The material, a steel alloy, is consistent through out the shaft. In contrast, carbon fiber composite shafts material properties can change through out the shaft.

But wait a minute. I looked at both the Modus3 Tour 120 and the Modus3 Tour 130. Both have very different EI profiles. Yet, the hoop strength profiles are similar. Nippon steel has some interesting technology in their production lines.




Hoop_ZelosLight Weight Steel

One final image, a comparison of Ultra Light Steel to high quality light weight carbon fiber iron shafts. Do not come away with the impression that all light weight graphite shafts are going to have hoop strength like the high end shafts you see here. They do not.


What does it all mean to your game. I cannot say with certainty at this point how hoop strength manifests itself in shaft stability and dispersion control. Or if it can create kick velocity. Nor can I give you direction on what amount of hoop strength is appropriate for your loading patterns. You are looking at these charts within a week of creation of this addition to my knowledge base. But, at least now we have a measurement platform to begin the discovery process.

Golf Shaft Radial Quality


Golf Digest 2013 Americas 100 Best transparent.fwBy Russ Ryden, A Golf Digest America’s 100 Best Clubfitter
Fit2Score, Dallas Fort Worth, Texas

I made a video about shaft alignment and the feedback I received prompted me to take a hard look at the issue.  I learned from discussions and research that the concept of SST Puring was Approved by the USGA soley as a method of identifying the orientation of a shaft that would cause it to play as if it was round.  There is a USGA rule that says a shaft should be round.  During the time when the SST system was developed this was not always the case.  It was discovered that if a shaft had significant radial stiffness anomalies, it could be oriented to created a tendency for the face to come to impact open, or in another orientation closed.  This is contrary to the USGA’s rule. The process was approved to compensate for manufacturing tolerances of the time.  Today, with most shafts essentially ’round’ to start with, shaft alignment brings nothing of benefit to the golfer.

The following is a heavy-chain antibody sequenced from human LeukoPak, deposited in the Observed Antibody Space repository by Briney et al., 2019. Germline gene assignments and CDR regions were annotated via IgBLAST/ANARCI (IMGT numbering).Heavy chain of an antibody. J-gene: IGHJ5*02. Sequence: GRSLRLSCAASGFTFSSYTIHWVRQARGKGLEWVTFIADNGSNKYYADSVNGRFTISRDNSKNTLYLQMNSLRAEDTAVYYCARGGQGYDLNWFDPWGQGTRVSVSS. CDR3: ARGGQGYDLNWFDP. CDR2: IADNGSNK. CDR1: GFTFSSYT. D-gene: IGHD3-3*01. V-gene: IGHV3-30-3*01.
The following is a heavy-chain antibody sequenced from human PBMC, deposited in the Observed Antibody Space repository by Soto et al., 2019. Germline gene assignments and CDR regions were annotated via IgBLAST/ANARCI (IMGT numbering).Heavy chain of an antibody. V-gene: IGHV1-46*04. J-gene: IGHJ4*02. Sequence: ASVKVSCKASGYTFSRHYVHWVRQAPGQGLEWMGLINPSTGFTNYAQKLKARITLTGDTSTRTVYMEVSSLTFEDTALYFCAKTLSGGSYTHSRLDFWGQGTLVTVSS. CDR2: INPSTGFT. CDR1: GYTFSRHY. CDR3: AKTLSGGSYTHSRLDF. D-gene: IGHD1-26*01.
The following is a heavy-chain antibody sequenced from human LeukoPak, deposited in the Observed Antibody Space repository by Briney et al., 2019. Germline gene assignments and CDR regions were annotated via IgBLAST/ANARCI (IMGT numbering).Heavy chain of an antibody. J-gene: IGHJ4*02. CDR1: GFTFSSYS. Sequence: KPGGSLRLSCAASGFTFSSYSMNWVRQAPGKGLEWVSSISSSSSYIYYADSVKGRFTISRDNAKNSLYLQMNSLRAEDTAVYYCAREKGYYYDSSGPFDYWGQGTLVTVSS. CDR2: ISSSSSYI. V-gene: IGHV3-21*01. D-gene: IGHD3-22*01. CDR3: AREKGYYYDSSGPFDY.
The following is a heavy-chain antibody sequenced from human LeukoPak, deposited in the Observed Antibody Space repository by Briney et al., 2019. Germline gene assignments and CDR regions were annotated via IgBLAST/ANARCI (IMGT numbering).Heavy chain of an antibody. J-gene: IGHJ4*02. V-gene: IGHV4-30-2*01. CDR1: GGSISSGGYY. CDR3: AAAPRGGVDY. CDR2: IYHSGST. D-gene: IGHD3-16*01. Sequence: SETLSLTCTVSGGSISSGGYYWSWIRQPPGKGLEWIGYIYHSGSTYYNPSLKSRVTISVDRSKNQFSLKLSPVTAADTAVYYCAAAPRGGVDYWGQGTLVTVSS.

With the shafts we see today, the simple rule is if you have a shaft that needs alignment, it should be in a dumpster not in a golf club. Most of today’s premium shafts are functionally round, but not all. Even some of the ultra-premium shafts I have measured do not pass my simple quality check.

There is a simple way to test a golf shaft.  It requires a weighted laser pointer and a frequency device with a good clamp.  Club makers know that a shaft can be rotated in a clamp to a position where it will oscillate on a flat line. Approximately 90 degrees from that point is another position where a second flat line oscillation can be found.  These two spots represent the hard and soft planes of the shaft.  A presentation of a study of several shafts can be seen at this Fit2Score article: “Radial Profiles of Driver Shafts“.